I'm sorry to hear of this with Sparky. It's important to recognize that miliary dermatitis need not be due to flea saliva allergy. I'll post my entire synopsis of miliary dermatitis for your perusal.
I'm sorry to hear of this with Sparky. You appear to be describing a skin condition called miliary dermatitis - a papulocrustous (crusty bumps) eruption seen mainly secondary to allergic skin disease. It's prudent to also consider pyoderma (bacterial skin infection) secondary to an allergy which is more common than previously thought in cats. In rarer cases, we'll find the demodectic mange mite which can be found upon examining skin scrapings microscopically.
Athough the pattern of skin pathology can be misleading as it pertains to its cause in cats, whenever the area between the edge of a cat's rib cage to the tail is involved, a flea saliva allergy is most likely. Even if you can't find any fleas, it's best that you apply an effective over the counter flea spot-on such as Advantage/Advocate or a fipronil-containing product such as Frontline or one of the newer flea spot-ons available from Sparky's vet. In severe cases, we can either inject or orally administer a prescription antihistaminic glucocorticoid (steroid) such as prednisolone which often works wonders in these cats. Antihistamines such as diphenhydramine (Benadryl) and chlorpheniramine (Chlor-Trimeton) aren't reliably effective against allergic skin disease but you might see how a dose of 2 mg of an over the counter chlorpheniramine once or twice daily affects him. Please note that cats can be such effective groomers as to remove all evidence of fleas. It's important to still use the flea products.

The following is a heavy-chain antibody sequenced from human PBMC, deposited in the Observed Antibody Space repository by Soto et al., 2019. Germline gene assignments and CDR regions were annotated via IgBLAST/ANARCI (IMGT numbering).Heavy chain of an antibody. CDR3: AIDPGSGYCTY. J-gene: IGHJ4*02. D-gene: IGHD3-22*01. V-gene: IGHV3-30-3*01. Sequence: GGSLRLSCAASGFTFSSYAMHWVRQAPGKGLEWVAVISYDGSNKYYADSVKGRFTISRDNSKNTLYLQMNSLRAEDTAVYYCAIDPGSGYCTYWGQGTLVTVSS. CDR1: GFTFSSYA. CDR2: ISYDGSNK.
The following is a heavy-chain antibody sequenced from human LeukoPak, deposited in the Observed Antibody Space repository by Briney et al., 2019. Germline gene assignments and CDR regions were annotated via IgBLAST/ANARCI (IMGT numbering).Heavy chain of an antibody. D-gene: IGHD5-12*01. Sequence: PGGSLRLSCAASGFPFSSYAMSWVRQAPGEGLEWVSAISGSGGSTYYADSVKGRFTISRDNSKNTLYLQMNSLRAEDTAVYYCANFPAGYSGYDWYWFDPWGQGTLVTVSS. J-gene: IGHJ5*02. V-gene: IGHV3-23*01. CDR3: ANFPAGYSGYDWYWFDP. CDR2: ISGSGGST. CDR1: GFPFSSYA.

Be sure to treat your premises with a product such as over the counter Siphotrol Area Treatment spray which contains the insect growth regulator (IGR) methoprene which doesn't allow flea eggs and larvae to develop into adult fleas thus breaking up the life cycle of the flea. Avoid inefficient foggers which can't reach under furniture or into cracks and crevices where flea eggs and larvae are found.
Less commonly but still important, Sparky's skin can result from food intolerance or atopy (allergies to environmental allergens such as pollens, molds, dust and dust mites, etc.) Food intolerance/allergy is addressed with prescription hypoallergenic diets. These special foods contain just one novel (rabbit, duck, e.g.) animal protein or proteins that have been chemically altered (hydrolyzed) to the point that his immune system doesn't "see" anything to be allergic to. Over the counter hypoallergenic foods too often contain proteins not listed on the label - soy is a common one - and these proteins would confound our evaluation of the efficacy of the hypoallergenic diet. The prescription foods are available from Sparky's vet. There are many novel protein foods and a prototypical hydrolyzed protein food is Hill’s Prescription Diet z/d ultra (my preference). A positive response is usually seen within a few weeks if we’ve eliminated the offending food allergen. Food intolerance can arise at any age and even after our patient has been eating the same food for quite some time.
Atopy is usually initially addressed by the same prednisolone I mentioned above and used to address a flea saliva allergy. Prednisolone can be used as a test when differentiating a flea saliva allergy or atopy from food intolerance. Both a flea saliva allergy and atopy are usually quite responsive to prednisolone; food intolerance, less so. Please respond with further questions or concerns if you wish.